80% Dance, Girl, Dance (1940) The themes are female friendship and a woman's fulfillment, and it is one of Arzner's most coherent and accomplished films. ‐ Chicago Reader
Posted Sep 28, 2015
3/4 91% The Shawshank Redemption (1994) This is an engagingly simple, good-hearted film, with just enough darkness around the edges to give contrast and relief to its glowingly benign view of human nature. ‐ New York Daily News
Posted Sep 22, 2015
32% Grease 2 (1982) I don't mean to deny the self-evident second-rateness of the project, just to suggest that it's preferable to the third-rateness that has become the norm in the genre. ‐ Chicago Reader
Posted Aug 15, 2015
91% The Dirty Dozen (1967) Robert Aldrich dissects the underlying ideas with just enough craft and thoughtfulness to make the implications of this gritty 1966 war drama unsettling in not entirely constructive ways. ‐ Chicago Reader
Posted Aug 3, 2015
55% La Luna (1979) Loud, vulgar, and frequently obnoxious, the film nevertheless has a perfect integrity in its excesses. This is filmmaking from the groin, unabashed and unrestrained. ‐ Chicago Reader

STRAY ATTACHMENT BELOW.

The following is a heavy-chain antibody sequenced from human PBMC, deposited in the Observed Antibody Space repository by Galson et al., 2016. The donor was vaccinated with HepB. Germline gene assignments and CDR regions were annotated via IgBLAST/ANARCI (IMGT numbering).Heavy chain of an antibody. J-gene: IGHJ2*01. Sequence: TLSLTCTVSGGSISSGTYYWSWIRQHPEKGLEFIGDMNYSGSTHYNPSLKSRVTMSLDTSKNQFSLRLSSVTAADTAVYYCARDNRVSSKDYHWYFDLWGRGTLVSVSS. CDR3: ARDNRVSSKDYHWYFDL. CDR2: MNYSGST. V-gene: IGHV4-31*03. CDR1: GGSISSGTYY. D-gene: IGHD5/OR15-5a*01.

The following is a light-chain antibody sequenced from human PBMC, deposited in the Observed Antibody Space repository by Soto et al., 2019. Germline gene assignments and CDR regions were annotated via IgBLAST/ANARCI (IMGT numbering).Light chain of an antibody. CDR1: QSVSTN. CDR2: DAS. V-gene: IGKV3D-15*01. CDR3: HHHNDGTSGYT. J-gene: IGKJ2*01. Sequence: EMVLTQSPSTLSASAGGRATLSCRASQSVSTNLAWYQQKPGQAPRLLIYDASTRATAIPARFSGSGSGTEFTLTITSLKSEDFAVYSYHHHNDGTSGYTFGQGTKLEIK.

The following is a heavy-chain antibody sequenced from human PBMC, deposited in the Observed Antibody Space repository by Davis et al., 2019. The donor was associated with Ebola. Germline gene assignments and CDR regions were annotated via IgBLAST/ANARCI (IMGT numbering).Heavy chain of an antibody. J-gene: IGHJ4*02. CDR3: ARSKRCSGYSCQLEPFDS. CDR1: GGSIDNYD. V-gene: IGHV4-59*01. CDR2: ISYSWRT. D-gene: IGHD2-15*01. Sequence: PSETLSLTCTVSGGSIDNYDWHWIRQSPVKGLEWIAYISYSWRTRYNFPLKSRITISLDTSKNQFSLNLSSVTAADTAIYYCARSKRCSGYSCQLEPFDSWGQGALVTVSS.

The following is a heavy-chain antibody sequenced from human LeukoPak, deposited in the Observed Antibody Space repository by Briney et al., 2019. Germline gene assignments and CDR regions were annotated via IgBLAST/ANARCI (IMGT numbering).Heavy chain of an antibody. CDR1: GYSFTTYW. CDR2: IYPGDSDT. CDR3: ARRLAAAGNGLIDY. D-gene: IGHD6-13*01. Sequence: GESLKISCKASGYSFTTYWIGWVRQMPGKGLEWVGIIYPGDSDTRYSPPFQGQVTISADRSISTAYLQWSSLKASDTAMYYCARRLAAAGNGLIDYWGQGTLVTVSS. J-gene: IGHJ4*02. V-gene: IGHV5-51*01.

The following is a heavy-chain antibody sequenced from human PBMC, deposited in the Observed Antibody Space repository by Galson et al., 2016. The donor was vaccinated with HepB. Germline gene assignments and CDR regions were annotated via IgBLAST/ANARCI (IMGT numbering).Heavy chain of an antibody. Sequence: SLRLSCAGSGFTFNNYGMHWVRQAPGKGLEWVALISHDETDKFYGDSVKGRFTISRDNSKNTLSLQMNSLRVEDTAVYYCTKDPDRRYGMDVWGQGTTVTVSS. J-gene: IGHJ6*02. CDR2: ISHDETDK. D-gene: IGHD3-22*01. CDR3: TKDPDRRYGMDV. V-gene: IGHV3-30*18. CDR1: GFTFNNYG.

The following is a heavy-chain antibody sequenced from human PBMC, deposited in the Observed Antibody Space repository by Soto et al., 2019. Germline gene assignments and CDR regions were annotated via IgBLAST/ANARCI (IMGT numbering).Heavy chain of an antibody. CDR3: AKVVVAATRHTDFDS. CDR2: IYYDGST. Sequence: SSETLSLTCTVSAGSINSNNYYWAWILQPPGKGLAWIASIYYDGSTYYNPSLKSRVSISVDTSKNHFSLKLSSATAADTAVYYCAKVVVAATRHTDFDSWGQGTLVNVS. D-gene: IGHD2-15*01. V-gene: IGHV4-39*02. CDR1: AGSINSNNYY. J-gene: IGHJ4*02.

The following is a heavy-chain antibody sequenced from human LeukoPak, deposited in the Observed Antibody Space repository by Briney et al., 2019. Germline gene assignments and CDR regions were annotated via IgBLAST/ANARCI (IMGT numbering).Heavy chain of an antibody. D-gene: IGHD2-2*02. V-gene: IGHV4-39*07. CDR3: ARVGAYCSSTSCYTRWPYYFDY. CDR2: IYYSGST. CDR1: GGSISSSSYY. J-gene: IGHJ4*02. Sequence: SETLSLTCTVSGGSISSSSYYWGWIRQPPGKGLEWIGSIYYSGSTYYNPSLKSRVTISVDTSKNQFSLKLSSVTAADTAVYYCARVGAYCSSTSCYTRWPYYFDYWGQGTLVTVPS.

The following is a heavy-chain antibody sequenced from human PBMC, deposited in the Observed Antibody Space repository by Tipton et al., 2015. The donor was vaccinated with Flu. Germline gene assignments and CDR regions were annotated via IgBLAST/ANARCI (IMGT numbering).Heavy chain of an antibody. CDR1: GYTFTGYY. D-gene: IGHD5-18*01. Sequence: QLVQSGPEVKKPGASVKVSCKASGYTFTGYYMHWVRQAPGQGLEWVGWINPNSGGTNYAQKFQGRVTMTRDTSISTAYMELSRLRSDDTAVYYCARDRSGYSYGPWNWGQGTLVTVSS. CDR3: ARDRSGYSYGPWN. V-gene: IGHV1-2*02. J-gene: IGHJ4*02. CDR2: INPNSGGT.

Posted Aug 2, 2015
3/4 91% Before the Rain (Pred dozhdot) (1994) We'll have to wait for Manchevski's next feature to know whether he's an artist or a shrewd entertainer. In the meantime, Before the Rain is one of the more worthy efforts of the season. ‐ New York Daily News
Posted Jul 27, 2015
93% All the President's Men (1976) The opening of the film, with Woodward (Robert Redford) and Bernstein (Dustin Hoffman) first stumbling over the story, is involving and sometimes exciting, but from then on it degenerates into confusion and repetition. ‐ Chicago Reader
Posted Jul 22, 2015
17% Where the Buffalo Roam (1980) The movie is about manic energy, but you can feel everyone straining just to get the next shot on the screen. ‐ Chicago Reader
Posted Jul 21, 2015
1/4 54% Blade (1998) Has the comic-book movie reached the end of the line? The glumly familiar, been-there-done-that aspect of Blade certainly suggests so. ‐ New York Daily News
Posted Jul 15, 2015
83% Chinese Roulette (1976) The camera seems much more interested in exploring the glass and chrome furnishings than in examining the characters, and by the time the film is finished, so is the audience. ‐ Chicago Reader